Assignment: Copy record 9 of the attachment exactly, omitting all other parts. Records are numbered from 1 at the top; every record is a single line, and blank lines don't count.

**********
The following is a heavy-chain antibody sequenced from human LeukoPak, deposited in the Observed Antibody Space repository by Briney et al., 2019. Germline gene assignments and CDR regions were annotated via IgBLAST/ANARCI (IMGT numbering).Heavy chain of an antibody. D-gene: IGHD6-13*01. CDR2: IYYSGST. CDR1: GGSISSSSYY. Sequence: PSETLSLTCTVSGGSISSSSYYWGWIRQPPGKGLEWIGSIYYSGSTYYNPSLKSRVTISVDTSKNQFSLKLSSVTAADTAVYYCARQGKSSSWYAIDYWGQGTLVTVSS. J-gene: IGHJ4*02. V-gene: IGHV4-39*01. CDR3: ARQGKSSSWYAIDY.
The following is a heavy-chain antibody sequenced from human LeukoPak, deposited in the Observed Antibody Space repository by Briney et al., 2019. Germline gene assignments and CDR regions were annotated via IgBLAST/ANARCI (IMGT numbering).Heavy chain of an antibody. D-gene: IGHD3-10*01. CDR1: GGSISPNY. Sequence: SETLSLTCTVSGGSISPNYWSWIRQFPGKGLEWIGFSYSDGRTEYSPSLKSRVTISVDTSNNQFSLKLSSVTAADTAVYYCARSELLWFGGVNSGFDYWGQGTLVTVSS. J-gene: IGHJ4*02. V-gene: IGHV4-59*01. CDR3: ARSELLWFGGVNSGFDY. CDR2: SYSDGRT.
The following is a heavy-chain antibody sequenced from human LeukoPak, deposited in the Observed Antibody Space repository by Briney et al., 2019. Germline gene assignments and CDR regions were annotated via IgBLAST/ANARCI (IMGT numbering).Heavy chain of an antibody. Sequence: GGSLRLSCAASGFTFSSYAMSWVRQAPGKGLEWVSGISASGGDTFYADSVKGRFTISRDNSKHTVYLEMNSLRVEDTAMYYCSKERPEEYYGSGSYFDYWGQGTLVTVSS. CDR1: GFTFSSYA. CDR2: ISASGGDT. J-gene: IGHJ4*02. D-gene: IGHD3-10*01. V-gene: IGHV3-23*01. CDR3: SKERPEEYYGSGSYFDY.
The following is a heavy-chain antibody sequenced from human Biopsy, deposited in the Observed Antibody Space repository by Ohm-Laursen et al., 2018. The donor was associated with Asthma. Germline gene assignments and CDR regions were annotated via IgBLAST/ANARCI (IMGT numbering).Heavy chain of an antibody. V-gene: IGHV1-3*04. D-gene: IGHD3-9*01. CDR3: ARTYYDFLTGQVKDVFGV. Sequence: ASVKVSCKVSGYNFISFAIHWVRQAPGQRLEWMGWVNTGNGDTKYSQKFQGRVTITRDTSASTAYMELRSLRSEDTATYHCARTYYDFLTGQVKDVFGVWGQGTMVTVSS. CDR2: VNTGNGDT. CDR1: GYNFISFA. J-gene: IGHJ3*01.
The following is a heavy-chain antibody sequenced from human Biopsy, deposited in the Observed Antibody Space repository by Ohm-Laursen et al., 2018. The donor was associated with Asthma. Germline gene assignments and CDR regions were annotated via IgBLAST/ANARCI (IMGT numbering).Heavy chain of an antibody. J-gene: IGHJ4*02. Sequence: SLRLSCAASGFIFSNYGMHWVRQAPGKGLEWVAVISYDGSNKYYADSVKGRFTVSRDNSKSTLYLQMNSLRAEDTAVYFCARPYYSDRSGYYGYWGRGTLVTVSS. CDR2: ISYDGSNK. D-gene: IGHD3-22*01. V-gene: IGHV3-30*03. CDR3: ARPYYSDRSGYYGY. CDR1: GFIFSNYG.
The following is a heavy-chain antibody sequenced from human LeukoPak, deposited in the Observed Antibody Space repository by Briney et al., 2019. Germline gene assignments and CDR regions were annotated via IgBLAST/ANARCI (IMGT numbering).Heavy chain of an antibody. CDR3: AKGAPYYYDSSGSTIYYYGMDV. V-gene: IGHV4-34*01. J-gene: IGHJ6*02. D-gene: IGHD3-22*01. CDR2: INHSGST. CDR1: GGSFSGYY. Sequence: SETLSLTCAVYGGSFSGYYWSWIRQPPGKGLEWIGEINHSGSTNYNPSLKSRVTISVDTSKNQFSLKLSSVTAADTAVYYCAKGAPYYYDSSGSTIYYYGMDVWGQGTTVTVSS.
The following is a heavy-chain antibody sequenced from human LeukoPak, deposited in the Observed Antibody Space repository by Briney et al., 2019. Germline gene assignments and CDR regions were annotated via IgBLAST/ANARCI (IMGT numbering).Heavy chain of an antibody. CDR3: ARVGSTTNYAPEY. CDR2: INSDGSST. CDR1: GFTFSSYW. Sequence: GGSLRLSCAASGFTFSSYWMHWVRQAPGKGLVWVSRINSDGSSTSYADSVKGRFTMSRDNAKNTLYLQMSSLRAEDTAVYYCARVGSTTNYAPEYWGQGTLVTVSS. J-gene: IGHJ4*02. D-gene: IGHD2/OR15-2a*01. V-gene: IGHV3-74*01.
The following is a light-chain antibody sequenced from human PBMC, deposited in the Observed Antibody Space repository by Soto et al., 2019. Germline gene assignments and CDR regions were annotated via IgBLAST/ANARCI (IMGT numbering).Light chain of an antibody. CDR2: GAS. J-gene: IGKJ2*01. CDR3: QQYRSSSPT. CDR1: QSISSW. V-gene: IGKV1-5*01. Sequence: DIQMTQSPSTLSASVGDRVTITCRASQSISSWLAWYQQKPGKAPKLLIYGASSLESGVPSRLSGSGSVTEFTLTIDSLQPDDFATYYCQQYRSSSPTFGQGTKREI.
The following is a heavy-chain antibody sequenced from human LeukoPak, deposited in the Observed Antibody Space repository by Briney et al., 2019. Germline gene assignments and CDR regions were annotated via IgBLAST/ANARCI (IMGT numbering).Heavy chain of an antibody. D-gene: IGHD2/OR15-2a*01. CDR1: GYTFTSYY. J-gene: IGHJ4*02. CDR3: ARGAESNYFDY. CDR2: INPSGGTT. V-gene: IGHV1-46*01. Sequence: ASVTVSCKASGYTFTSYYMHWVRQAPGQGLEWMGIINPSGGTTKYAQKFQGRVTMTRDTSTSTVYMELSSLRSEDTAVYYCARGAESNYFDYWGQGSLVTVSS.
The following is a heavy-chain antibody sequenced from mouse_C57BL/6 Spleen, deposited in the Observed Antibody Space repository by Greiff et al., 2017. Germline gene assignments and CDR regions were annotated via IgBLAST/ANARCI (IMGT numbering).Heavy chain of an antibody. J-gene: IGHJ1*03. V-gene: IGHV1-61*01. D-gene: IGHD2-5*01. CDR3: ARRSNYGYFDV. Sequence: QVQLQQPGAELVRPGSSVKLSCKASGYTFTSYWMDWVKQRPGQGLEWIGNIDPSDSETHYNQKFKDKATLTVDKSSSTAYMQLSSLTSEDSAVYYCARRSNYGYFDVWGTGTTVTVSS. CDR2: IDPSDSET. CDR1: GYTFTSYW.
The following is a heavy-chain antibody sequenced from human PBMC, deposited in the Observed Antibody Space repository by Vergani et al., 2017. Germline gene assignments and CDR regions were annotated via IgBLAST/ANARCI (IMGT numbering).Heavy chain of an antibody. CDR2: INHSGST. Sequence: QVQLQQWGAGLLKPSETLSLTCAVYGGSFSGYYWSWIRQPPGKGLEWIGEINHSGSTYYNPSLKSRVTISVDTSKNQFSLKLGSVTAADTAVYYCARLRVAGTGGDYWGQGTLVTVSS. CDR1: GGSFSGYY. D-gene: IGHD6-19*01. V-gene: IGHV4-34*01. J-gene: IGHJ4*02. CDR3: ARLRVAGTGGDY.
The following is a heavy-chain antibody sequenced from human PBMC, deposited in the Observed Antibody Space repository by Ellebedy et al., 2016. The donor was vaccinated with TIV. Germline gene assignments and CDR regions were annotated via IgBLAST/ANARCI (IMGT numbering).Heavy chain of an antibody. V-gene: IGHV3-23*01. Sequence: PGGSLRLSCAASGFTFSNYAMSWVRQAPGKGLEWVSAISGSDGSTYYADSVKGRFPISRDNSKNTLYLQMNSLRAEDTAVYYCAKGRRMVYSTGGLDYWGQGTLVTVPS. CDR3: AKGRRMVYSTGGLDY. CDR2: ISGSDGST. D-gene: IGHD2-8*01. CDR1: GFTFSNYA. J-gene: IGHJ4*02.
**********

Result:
The following is a heavy-chain antibody sequenced from human LeukoPak, deposited in the Observed Antibody Space repository by Briney et al., 2019. Germline gene assignments and CDR regions were annotated via IgBLAST/ANARCI (IMGT numbering).Heavy chain of an antibody. D-gene: IGHD2/OR15-2a*01. CDR1: GYTFTSYY. J-gene: IGHJ4*02. CDR3: ARGAESNYFDY. CDR2: INPSGGTT. V-gene: IGHV1-46*01. Sequence: ASVTVSCKASGYTFTSYYMHWVRQAPGQGLEWMGIINPSGGTTKYAQKFQGRVTMTRDTSTSTVYMELSSLRSEDTAVYYCARGAESNYFDYWGQGSLVTVSS.